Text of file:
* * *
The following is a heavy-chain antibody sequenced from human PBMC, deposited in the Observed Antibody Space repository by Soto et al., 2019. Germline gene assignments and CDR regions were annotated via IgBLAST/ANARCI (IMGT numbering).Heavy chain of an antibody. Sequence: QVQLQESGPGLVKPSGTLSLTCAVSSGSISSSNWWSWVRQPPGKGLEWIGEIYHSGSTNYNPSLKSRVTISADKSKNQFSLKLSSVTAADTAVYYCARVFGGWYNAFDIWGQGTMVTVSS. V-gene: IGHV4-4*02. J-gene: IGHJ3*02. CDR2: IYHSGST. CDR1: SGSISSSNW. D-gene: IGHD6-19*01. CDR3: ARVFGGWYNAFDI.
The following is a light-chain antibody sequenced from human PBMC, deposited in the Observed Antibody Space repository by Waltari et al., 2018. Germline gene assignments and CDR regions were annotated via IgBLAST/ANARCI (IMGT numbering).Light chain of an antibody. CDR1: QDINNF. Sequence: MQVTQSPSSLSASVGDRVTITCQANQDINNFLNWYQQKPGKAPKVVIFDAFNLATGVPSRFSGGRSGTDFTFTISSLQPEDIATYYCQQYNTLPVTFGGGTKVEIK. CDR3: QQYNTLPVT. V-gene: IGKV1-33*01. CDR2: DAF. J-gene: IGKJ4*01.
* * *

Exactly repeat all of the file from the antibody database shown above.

The following is a heavy-chain antibody sequenced from human PBMC, deposited in the Observed Antibody Space repository by Soto et al., 2019. Germline gene assignments and CDR regions were annotated via IgBLAST/ANARCI (IMGT numbering).Heavy chain of an antibody. Sequence: QVQLQESGPGLVKPSGTLSLTCAVSSGSISSSNWWSWVRQPPGKGLEWIGEIYHSGSTNYNPSLKSRVTISADKSKNQFSLKLSSVTAADTAVYYCARVFGGWYNAFDIWGQGTMVTVSS. V-gene: IGHV4-4*02. J-gene: IGHJ3*02. CDR2: IYHSGST. CDR1: SGSISSSNW. D-gene: IGHD6-19*01. CDR3: ARVFGGWYNAFDI.
The following is a light-chain antibody sequenced from human PBMC, deposited in the Observed Antibody Space repository by Waltari et al., 2018. Germline gene assignments and CDR regions were annotated via IgBLAST/ANARCI (IMGT numbering).Light chain of an antibody. CDR1: QDINNF. Sequence: MQVTQSPSSLSASVGDRVTITCQANQDINNFLNWYQQKPGKAPKVVIFDAFNLATGVPSRFSGGRSGTDFTFTISSLQPEDIATYYCQQYNTLPVTFGGGTKVEIK. CDR3: QQYNTLPVT. V-gene: IGKV1-33*01. CDR2: DAF. J-gene: IGKJ4*01.